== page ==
PR manager, Perveen Akhtar, joined Intel 10 years ago. Here she tells us about how things have changed during that time and how she feels that PR must master its own destiny.
“Though my role is described as UK PR manager, it really is much more of a communications or marcom role,” explains Perveen. “My responsibilities always included PR, but when I started the job, it was much more traditional in terms of the type and mix of activities and the focus was always picking up the phone and pitching stories to journalists. Now, PR is much more than press relations, it’s more about identifying a story and then establishing via which channels that story can be told.”
Perveen points out that companies no longer need to rely solely on journalists to tell their story and that companies have tools and channels which allow them to tell their story directly. As such, Perveen is responsible for all UK social media channels for Intel, which takes up at least 50% of her time.
In this respect, Intel is slightly different to some big organisations, whose marketing functions typically operate in silos. Perveen’s team works within the marketing function and she explains that the people responsible for each part of the marketing mix work as a team towards common objectives. She says: “We all meet regularly so that we can feed into the different campaigns that each of us are working on”. This allows her team to contribute to every marketing-originated campaign, assisting with the creation of messaging, the story and also setting out the social media strategy for each campaign and vice versa on PR-originated campaigns – a way of working that has developed through an organic evolution as opposed to a strategic decision.
“There’s an expectation that individuals should take on more,” says Perveen. Her position running Intel’s UK social media platforms was driven by a personal interest in social media in her early career which led to her setting up Intel’s UK social media and she has run the channels ever since with help from external agencies. “PR people have a key role when it comes to social media,” she explains, attributing this to the fact that PR practitioners are used to developing narrative and stories that advertising has never had to do. In addition, working on the ‘tone’ of the communication is something that is unique to PR, saying “Social media should be a collaborative effort between functions and PR people should be at the forefront, grasping the opportunity.”
Whilst press relations isn’t the be all and end all, Perveen insists that there will always be an important role for PR people in the area of reputation management. “Marketeers do this as well”, she says “but most marketeers don’t get the chance to do this hands-on with the CEO as I do when I am managing press meetings and orchestrating an impact on the company reputation first hand.” In this, Perveen feels that whist marketing and PR will continue to change, evolve and converge, there are some responsibilities which will always be wholly driven by PR, “senior execs often prefer the traditional means of press engagement and this can really only be handled by PR professionals.”
“The PR industry is still quite insular,” Perveen explains. “It needs to change dramatically over the next five years and absolutely needs to lose its inferiority complex. Change is happening and PRs need to embrace that and be the masters of their own destiny.” Perveen claims that if it hadn’t been for her role evolving at Intel, she probably wouldn’t still be working for the company after 10 years.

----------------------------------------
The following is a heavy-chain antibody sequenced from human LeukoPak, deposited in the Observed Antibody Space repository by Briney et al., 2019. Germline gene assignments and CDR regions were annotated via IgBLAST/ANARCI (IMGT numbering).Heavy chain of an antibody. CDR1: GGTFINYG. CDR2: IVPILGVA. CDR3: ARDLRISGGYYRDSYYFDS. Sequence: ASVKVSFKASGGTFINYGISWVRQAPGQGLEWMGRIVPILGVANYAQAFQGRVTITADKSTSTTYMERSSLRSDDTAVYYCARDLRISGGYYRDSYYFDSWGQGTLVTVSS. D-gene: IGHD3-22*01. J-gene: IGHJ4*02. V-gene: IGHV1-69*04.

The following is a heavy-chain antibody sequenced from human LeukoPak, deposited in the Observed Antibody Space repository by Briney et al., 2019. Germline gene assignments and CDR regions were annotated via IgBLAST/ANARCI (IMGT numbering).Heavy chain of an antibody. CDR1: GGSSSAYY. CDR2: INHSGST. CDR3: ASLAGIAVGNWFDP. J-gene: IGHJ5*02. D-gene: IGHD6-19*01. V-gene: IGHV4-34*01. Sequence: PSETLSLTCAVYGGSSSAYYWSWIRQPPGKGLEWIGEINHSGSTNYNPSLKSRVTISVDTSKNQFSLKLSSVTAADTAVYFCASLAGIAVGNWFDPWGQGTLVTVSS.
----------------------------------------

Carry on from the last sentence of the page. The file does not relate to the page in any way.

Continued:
Measuring campaigns has also evolved in recent years at Intel, using its own internal research facility to benchmark public opinion that helps to measure the shift in perception, which is directly attributable to Intel’s communications campaigns. “Measuring the direct impact of PR on sales has traditionally been difficult, but we need to get smarter about what the value of PR actually is,” she says. “We’re very focused on engaging with end users on an emotional level so that they feel an affinity towards us as a brand. Once you’ve connected with a consumer in this way, the hope is that when they are ready to buy an electronics product, they buy one with Intel inside rather than a competitor’s technology. It’s not really ‘X PR campaign delivers X number of sales’, it’s more about the longer term commitment to the brand”.
Coming up with creative ideas to get people to give a damn about what is inside their computer is a battle for Intel that is set to continue, but working together across functions and pulling in global teams for different perspectives helps. Working within a wider marketing department means each team challenges each other, ensuring that Intel’s campaigns are robust and work across multiple disciplines and channels.
“We’re all very opinionated,” she laughs, “but everyone is very open to taking on feedback and this includes feedback from agencies which help us get a wider, external view of the world.” As such, Perveen is keen to see traditional PR agencies continue to consider their service offerings and how best to evolve these to suit the needs of clients. “Ultimately its about influencer relations and engagement. The key,” she says, “is taking agency generated campaigns and working out where the PR elements are, where the social elements are but also, are there any areas which could be deployed via experiential marketing for example. Any agency that is able to deliver a campaign that has multiple functions in this way will fair better in the longer term than those that can’t.
“Flexibility is important. Whether it is being driven by the client or the agency, it’s just important that they can evolve together.”
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